When designer Carrie Miller Armstrong of Lapis Ray Interior Design was looking for a house to own, she was looking for a fixer-upper.
“I knew I wanted something that was not recently renovated or newly repaired,” she says. “I wanted something that had good bones and would give me the opportunity to put my own mark on the place.”
Her mark, as it turns out, became her father’s mark, too. Ralph Miller grew up in the bustling household of a World War II vet who taught his son all the DIY trades of house and home. “He’s one of those guys who can literally do anything,” Carrie says with pride. Ralph passed on the same skills to his daughter, skills the duo honed on nights and weekends while juggling full-time jobs, after she finally found and purchased a 900-square-foot, two-bedroom row house in Old Town Alexandria in 2018.
“I used to live in DC, so when I saw this place, where everything, including the Metro, is only a few blocks by foot, I was sold,” she says. “And it wasn’t a condo. I’d have a backyard and front porch!”
Once the father and daughter got going, the redo quickly became a gut job that took a full six months and a whole lot of grit and determination but provided the priceless gift of working with Dad.
“We had so much fun,” she says. “I got to spend quality time with him and learn all kinds of new skills, like backing up a car trailer at the dump where we became regulars!”
The original architectural moldings stayed, as did the patinaed red oak floors, but everything else — including nonload-bearing walls, plastic wall paneling upstairs, popcorn ceilings throughout, and dated tiled floors — was stripped out, including lots and lots of plaster, hence the dump commutes.
Sledge and jack hammers became the order of the day, as the pair knocked the home’s layers down to the studs and then paused to reimagine a freshly finished layout.
On the upper floor, an old brick chimney was exposed in the main bedroom, and an extra closet from the second bedroom — Carrie’s home office — became part of the newly enlarged bathroom.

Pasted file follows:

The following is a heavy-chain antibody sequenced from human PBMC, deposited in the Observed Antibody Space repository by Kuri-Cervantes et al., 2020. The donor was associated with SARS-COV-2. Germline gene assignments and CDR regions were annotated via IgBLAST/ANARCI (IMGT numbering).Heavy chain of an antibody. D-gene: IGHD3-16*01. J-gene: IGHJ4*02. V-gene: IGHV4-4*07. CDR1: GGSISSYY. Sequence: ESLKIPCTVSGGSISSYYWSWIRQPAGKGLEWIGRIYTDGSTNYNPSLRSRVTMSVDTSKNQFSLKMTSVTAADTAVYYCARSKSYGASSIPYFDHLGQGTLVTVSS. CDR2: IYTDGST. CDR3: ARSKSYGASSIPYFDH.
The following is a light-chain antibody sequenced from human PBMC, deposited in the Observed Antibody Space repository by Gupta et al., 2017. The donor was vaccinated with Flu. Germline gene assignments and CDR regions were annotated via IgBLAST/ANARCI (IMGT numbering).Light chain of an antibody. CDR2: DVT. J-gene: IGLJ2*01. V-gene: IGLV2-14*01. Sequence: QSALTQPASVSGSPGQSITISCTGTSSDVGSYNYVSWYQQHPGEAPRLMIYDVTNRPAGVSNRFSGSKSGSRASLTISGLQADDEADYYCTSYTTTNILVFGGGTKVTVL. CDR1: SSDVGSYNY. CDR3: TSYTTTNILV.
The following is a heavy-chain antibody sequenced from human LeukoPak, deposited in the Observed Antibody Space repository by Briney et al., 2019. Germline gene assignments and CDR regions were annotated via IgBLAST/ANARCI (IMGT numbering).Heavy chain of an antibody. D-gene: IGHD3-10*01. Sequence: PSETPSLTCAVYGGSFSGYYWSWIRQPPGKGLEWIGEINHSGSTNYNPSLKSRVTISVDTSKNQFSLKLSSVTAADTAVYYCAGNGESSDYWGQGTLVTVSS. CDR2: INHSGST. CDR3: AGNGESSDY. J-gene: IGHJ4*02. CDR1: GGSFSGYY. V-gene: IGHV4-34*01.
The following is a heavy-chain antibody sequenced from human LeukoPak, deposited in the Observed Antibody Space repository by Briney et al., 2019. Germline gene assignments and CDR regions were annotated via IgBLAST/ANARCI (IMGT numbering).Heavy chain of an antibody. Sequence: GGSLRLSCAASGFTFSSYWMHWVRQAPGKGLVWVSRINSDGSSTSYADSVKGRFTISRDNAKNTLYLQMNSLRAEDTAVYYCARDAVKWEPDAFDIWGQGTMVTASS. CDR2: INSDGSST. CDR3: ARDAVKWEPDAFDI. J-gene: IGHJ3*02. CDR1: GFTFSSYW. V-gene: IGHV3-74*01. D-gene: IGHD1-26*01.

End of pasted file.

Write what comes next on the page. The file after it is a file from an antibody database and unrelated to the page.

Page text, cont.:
The new bathroom is outfitted with a walk-in shower behind a glass partition, as well as the original claw-foot tub that Carrie didn’t want to part with. “It’s a wet-room concept,” she says.
The vanity is an antique floor radio that fits snugly into the tight space. She even DIY-ed the penny tile pattern detail in white while the floor was being professionally laid.
“On the main level, Dad and I reframed the kitchen’s opening to line up with the opening in the living room, which we had created by removing an unnecessary door. This created a through-view all the way from front to back,” she says of significant alterations made on the lower level.
Possibly one of the most charming spots in the house is the tiny gem of a dining room located between the living room and kitchen at the foot of the stairs. Carrie made it its own space with furnishings including a gold overhead light fixture and a lift-up storage banquette paired with velvet storage stools for extra seating around a small pedestal table. But the star of the space is the flooring.
“Early on, I had a sample of that tile. I loved its pattern and how it combined a warm tone with edgy black in such a fun way. It felt like what I wanted for the house. My dad and I laid the tile and gave it a black-painted wood border. It really defines that space,” she says.
Though professional electricians and plumbers did their work, Carrie saved by taking on parts of the project herself when she could. She painted all the walls, ceilings, and moldings in a warm neutral palette with touches of rich color.
In the kitchen, she laid the floor tile, and her dad installed the store-bought cabinetry.
“The open shelves I installed with brackets from Amazon; the wood was salvaged from the ceiling rafters,” she says about the kitchen’s corner shelving.
Washer and dryer, plus boiler, are secreted on the kitchen wall opposite the fridge/range wall, behind barn doors that came from a friend’s farm.
All the storage in the small house is purposeful and planned, including the open niche with shelves and baskets created at the top of the stairs, which was once solid drywall. Even the repurposed tall narrow chest, optimizing storage in the bedroom, was made by Carrie and Ralph years ago to fit in her college dorm room.
“I loved doing the design and furnishing this home. I was mostly motivated by my sentiments. It really tells my story and is full of things I have collected and loved over the years,” she says.
Simply furnished to keep the smaller home clean and tidy, Carrie uses rugs from trips to Turkey and Morocco and art she has acquired from all over, including Laurence the Rabbit from Le Marché aux Puces de Saint-Ouen in Paris hanging above her bed.
“It’s all very personal to me,” she says. “It gave Dad and me great bonding time. I have two brothers, but I was always the one following him around with a hammer.”
Clearly, little has changed.